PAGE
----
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D.C. Mayor Muriel Bowser. Photo: Paul Morigi/Getty Images

D.C., Mayor Muriel Bowser (D) this week renewed the call for Washington to become the nation's 51st state.

Why it matters: Democrats support D.C. statehood because it's likely to add two more senators from their party. Two turning points this week — the siege of the U.S. Capitol and Democrats new control of the Senate — have built momentum for the issue of D.C. statehood to come up at the start of the congressional session and President-elect Joe Biden's presidency.

  • Advocates also argue that D.C. should become a state to receive fair representation at the federal level.

What they're saying: "[W]e are ready to finally fix this injustice by getting statehood on President Biden’s desk within the first 100 days of the 117th Congress," Bowser said in a statement.

  • "With our seats at the table, we can help build back better than ever before," she continued.
  • Rep. Eleanor Holmes Norton, D.C.'s only non-voting House member, told Insider that statehood is "in sight."

Of note: The Capitol siege also prompted the call of the D.C. National Guard — which can only be summoned by the executive branch.

  • The District of Columbia Council issued a statement on Wednesday saying, "the Department of Defense denied a request by Mayor Muriel Bowser to expand the responsibilities of the District of Columbia National Guard..."
  • Vice President Mike Pence then encouraged the Pentagon mid-afternoon to rapidly deploy the National Guard to the Capitol, sources briefed tell Axios' Jonathan Swan.

"Congress must immediately transfer command of the District of Columbia National Guard from the president of the United States and put it squarely under the command and control of the District of Columbia," Bowser said.

  • "We would not be restricted in any way for how to deploy the Guard, so we wouldn’t have to clear a deployment plan with the secretary of the Army."

Go deeper

In photos: D.C. and U.S. states on alert for pre-inauguration violence

National Guard troops stand behind security fencing with the dome of the U.S. Capitol Building behind them, on Jan. 16. Photo: Kent Nishimura / Los Angeles Times via Getty Images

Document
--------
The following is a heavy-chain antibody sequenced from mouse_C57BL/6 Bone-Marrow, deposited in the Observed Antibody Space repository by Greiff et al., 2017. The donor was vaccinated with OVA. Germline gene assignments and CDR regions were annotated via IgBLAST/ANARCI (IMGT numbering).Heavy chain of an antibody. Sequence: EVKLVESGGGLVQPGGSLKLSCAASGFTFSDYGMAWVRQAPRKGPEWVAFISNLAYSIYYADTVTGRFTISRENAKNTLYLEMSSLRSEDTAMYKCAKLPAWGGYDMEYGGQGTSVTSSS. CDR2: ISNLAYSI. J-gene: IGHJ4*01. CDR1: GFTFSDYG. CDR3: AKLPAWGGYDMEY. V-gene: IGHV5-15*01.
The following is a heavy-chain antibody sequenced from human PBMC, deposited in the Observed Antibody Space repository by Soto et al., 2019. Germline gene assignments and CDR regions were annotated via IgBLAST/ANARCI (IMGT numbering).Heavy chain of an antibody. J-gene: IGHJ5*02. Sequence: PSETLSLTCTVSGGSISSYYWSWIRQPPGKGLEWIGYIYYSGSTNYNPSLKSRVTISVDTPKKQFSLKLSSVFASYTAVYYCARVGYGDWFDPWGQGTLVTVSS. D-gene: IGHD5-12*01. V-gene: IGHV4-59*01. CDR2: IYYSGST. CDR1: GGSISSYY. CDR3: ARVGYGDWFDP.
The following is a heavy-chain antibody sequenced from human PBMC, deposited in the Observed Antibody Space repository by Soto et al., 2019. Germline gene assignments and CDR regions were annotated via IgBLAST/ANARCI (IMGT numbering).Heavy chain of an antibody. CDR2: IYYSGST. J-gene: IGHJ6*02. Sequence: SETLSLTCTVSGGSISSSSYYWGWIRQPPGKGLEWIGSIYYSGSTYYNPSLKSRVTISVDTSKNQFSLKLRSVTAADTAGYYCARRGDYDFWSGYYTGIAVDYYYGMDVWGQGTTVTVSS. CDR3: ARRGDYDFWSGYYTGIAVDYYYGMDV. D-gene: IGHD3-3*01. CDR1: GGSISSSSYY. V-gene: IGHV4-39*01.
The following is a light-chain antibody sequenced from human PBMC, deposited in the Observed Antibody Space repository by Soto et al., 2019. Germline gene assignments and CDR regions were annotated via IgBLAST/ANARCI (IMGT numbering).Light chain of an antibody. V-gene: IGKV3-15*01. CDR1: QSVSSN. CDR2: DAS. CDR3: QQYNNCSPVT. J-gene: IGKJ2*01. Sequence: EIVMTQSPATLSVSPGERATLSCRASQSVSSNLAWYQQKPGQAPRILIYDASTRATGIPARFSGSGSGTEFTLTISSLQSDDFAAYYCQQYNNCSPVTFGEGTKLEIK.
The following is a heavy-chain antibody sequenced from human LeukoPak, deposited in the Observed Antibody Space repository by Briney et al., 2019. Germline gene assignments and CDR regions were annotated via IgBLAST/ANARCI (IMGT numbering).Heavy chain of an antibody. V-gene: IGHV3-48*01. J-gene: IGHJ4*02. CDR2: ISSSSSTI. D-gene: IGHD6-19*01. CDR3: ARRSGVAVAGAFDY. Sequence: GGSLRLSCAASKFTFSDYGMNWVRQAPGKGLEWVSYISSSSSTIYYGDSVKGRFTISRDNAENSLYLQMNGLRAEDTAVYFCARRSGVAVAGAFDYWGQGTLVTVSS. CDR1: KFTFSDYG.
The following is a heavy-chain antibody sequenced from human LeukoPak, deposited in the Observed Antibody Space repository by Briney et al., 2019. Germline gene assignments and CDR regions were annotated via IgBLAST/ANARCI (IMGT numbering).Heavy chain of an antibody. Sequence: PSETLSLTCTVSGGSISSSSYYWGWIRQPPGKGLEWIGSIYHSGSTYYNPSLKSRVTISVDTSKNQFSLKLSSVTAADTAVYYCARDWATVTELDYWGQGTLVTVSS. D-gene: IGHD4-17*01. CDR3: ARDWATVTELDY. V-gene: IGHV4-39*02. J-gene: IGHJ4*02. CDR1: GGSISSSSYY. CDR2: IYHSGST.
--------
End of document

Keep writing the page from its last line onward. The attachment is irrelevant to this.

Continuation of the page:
Security has been stepped up in Washington, D.C., and state capitols across the U.S. as authorities brace for potential violence this weekend.

Driving the news: Following the Jan. 6 insurrection at the U.S. Capitol by some supporters of President Trump, the FBI has said there could be armed protests in D.C. and in all 50 state capitols in the run-up to President-elect Joe Biden's inauguration Wednesday.

In photos: Protests outside fortified capitols draw only small groups

Armed members of the far-right extremist group the Boogaloo Bois near the Michigan Capitol Building in Lansing on Jan. 17. About 20 protesters showed up, AP notes. Photo: Seth Herald/AFP via Getty Images

Small groups of protesters gathered outside fortified statehouses across the U.S. over the weekend ahead of President-elect Joe Biden's inauguration Wednesday.

The big picture: Some protests attracted armed members of far-right extremist groups but there were no reports of clashes, as had been feared. The National Guard and law enforcement outnumbered demonstrators, as security was heightened around the U.S. to avoid a repeat of the Jan. 6 U.S. Capitol riots, per AP.

Ina Fried, author of Login
1 hour ago - Technology

Scoop: Google is investigating the actions of another top AI ethicist

Google CEO Sundar Pichai. Photo by Mateusz Wlodarczyk/NurPhoto via Getty Images

Google is investigating recent actions by Margaret Mitchell, who helps lead the company's ethical AI team, Axios has confirmed.

Why it matters: The probe follows the forced exit of Timnit Gebru, a prominent researcher also on the AI ethics team at Google whose ouster ignited a firestorm among Google employees.